Did you know that C-sections are now the most commonly performed surgery in U.S. hospitals? One in three pregnant women today deliver via a cesarean section, many before the 40th week of pregnancy. The C-section rate has been steadily climbing from a low of 20 percent in 1996 to 34 percent today. In Memphis, hospitals report C-section rates at 40 percent.
Of course, many cesareans are medically necessary. But still, C-sections pose significant health risks for mothers and babies. States a 2010 data brief from the National Center for Health Statistics, “Cesarean delivery involves major abdominal surgery, and is associated with higher rates of surgical complications and maternal re-hospitalization, as well as with complications requiring neonatal intensive care unit admission.”
What some women also fail to realize is, once you have a C-section, this will likely become your method of delivery. Vaginal births after a C-section (VBAC) are allowed by some hospitals, but often discouraged by OB-GYNs as too risky.
What’s going on?
Driving this trend is a number of factors: doctors eager to avoid lawsuits, women eager to avoid labor, and both sides liking the convenience of scheduling a baby’s arrival. But is this best for babies — or mothers? Somewhere along the line, labor has gotten a bad rap. The ultimate activity a woman’s body is designed to do, bring new life into the world, is being diminished. It doesn’t have to be. We spoke with doula Mary Beth Best, childbirth educator Cathy Akin, RN, and Brittney Baird, Women's Health Specialist at Methodist Le Bonheur Germantown Hospital, to learn the steps you can take to have the best birth possible.
Now that you're pregnant
• Get in the best health possible. That means lose weight, eat healthy, and get plenty of exercise. Women who go into pregnancy carrying extra weight are at greater risk for hypertension, gestational diabetes, and other medical issues. In addition, give up smoking and alcohol.
• Consider your options for giving birth. Do you want to birth your baby at a hospital or at home? Would you want to use an OB-GYN or work also with a midwife or doula? Do you want to go natural, have some pain management, an epidural? Seek answer to these questions.
• Find an obstetrics physician (OB) who will support your birth plan. Ask questions; does he support natural delivery, and under what circumstances does he or she perform C-sections or inductions.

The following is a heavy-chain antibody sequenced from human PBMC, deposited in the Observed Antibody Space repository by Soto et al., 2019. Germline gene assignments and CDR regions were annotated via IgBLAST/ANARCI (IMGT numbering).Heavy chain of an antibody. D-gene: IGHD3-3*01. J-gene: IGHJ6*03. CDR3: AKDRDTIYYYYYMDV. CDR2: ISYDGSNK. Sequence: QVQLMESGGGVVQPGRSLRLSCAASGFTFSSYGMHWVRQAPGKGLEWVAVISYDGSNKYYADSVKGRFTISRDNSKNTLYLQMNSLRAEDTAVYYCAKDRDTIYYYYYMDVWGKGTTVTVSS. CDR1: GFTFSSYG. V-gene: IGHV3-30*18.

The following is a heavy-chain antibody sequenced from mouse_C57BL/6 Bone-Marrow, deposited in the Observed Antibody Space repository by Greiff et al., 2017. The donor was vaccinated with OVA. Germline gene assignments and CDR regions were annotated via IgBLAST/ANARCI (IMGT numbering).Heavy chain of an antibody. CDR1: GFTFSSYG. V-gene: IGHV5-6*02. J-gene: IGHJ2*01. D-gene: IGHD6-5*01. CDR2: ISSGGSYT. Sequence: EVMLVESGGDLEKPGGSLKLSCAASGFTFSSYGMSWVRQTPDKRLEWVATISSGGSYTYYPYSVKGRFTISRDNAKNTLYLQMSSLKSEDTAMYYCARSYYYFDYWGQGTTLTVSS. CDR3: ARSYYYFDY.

• Attend childbirth classes. Become informed so you can be your best advocate as you ready your body for delivery. Hospitals offer classes, as do childbirth educators like Sarah Stockwell with BirthMemphis.
• Carry your baby full-term. A full-term infant is one allowed to be in the womb for 40 weeks. Most women do not give birth on their due date; some babies arrive earlier, some later. Regardless, the last two weeks in utero are critical for brain development. Yes, the last trimester can seem unending, but give baby the best start by allowing her to come in her own time.
Once you're at the hospital
Remember that as a patient, you have rights. If your nurse wants to confine you to bed when you’d rather be walking around during early labor, or should other issues arise that make laboring difficult, request a different nurse. A good labor nurse can make a real difference.
Avoid being induced. There are medical reasons for inducing labor: if your baby is no longer thriving in utero, if your water bag has broken (babies must be delivered 24 to 48 hours of that event), or if labor is not progressing. But scheduling an induced labor for the sake of convenience (be it yours or your physician's), works against what your body can do naturally.
Furthermore, the contractions you experience once Pitocin is introduced are often harder to work with.
Consider your pain medication options. Many women think they won’t survive labor without an epidural. But there are options. While epidurals do diminish pain, they also numb your lower torso, making it impossible to work with your contractions. Our bodies are designed to push a baby into this world. Ask your doctor about the range of medications available. Some take the edge off the pain from your contractions but will still allow you to labor effectively. Despite what your friends or mother will tell you, labor pain, while intense, is manageable. The key is learning how to work with your body, breaking the pain/stress cycle, and having a partner who will support you through this miraculous event.